The Houston Equal Rights Ordinance, which will go before voters on Tuesday as Proposition 1, would prohibit discrimination in several categories, including sexual orientation and gender identity, in the areas of employment, services, contracting practices, housing and public accommodations.
Matt McTighe, executive director of Freedom for All Americans, is among the supporters of the campaign to pass the ordinance and said his organization’s priority “is ensuring the strongest possible turnout of voters in Houston.”
“We’ve been on the ground providing communications and digital strategy, field organizing, and financial support in collaboration with our partners at Houston Unites,” McTighe said. “A victory for nondiscrimination protections in Houston would reaffirm that people of all backgrounds are valued and welcome in America’s biggest, most business-friendly cities.”
The weeks leading up the vote have been contentious as opponents of the ordinance have aired anti-trans ads stoking fears about transgender people using the restroom consistent with their gender identity. Proponents of HERO have repudiated that assertion by insisting untoward behavior in public restrooms would still be punishable under the law.
As reported by ThinkProgress, Bob McNair, owner of the Houston Texans football team had initially pledged $10,000 to defeat the ordinance, but is now rescinding that commitment after seeing the actions of the anti-LGBT campaign known as Campaign for Houston.
Polls have shown the ordinance has strong support. High-profile endorsements in recent days have come from Housing & Urban Development Secretary Julian Castro as well as the first openly gay National Football League draft pick Michael Sam. An endorsement was sought from gay icon Beyonce, but she has yet to weigh in on the measure.
According to the Houston Chronicle, the pro-LGBT Houston Unites has raised almost $3 million to pass HERO since August and 75 percent of donors are Houston residents. The anti-LGBT Campaign for Houston, on the other hand, reportedly listed 45 contributions and raised more than $62,000.
The ordinance in Houston isn’t the only contest of interest to LGBT voters on Election Day — even though it’s an off-year election.
• In Virginia, Democrats are one seat shy of taking control of the state Senate. On Tuesday, the party stands a shot of winning the majority, which would mean the party would control both chambers of the legislature and the governor’s mansion. Under the leadership of Virginia Gov. Terry McAuliffe, LGBT advocates are hopeful for that outcome to push forward long sought pro-LGBT legislation in the state, including statewide non-discrimination protections.
• In Mississippi, Joce Pritchett, who was one of the plaintiffs in the marriage equality lawsuit in the state, is running to become state auditor. Her victory would make her the first openly LGBT person elected to statewide office in the South.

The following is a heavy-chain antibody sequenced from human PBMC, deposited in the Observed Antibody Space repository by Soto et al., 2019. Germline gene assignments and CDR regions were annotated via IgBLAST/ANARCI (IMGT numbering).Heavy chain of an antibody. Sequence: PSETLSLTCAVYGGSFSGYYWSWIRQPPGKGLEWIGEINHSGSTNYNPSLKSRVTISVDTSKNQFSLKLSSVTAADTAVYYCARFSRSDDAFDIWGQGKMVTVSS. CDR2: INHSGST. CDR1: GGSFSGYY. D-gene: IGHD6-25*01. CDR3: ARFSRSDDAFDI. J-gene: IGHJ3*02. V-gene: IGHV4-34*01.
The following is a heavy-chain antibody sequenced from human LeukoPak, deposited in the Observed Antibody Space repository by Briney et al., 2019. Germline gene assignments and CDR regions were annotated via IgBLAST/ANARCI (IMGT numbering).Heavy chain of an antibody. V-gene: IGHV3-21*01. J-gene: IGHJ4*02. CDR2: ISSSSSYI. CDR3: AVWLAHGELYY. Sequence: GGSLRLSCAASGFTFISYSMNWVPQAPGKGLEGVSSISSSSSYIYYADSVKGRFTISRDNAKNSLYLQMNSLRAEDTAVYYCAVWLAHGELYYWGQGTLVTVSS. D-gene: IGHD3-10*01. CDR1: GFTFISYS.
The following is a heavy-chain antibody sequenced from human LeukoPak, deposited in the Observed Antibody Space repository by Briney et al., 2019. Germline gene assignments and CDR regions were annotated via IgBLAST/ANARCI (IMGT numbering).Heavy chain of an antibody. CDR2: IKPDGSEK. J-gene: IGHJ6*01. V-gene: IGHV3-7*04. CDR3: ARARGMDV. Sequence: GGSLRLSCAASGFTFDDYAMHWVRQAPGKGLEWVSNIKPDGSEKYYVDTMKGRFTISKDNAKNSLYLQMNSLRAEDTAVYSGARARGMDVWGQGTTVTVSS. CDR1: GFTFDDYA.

• In Salt Lake City, lesbian candidate Jackie Biskupski is challenging incumbent pro-LGBT Mayor Ralph Becker. If Biskupski is successful, she’ll be the chief executive of the city at the heart of the Mormon Church, which has an anti-gay reputation for its role in opposing marriage equality.
• Other openly gay candidates seeking the office of mayor this election are Ginny Deerin in Charleston, S.C.; Ginny Foat in Palm Springs, Calif.; and Ken Siver in Southfield, Mich.
• In Columbus, Ohio, Shannon Hardin, who’s gay, is seeking an at-large seat on the city council after being appointed to the position last year. In Houston, openly gay Lane Lewis, chair of the Harris County Democratic Party, is seeking an at-large seat on the city council.
• Also in Salt Lake City, Derek Kitchen, the named plaintiff in the lawsuit that brought marriage equality to Utah, is seeking a seat on the city council. In Indianapolis, openly gay small business owner Zach Adamson is also running for re-election to the city council. In Palm Springs, Calif., Geoff Kors, the former executive director of Equality California, is also running for city council.
• In another race in Utah, Sophia Hawes-Tingey, a transgender software engineer and Navy veteran, is challenging an incumbent for a seat on the Midvale City Council. Her victory would make her the first openly transgender elected official in Utah.
• Although the governor’s race in Kentucky doesn’t have a unique LGBT relevance in and of itself, the anti-gay National Organization for Marriage has endorsed Republicans Matt Bevin for governor and Whitney Westerfield for attorney general. The candidates are seeking to defeat Democratic incumbents Gov. Steve Beshear and Attorney Jack Conway. Beshear has been a target of Rowan County Clerk Kim Davis in her efforts to enforce a “no licenses” policy in her office following the U.S. Supreme Court decision in favor of nationwide same-sex marriage.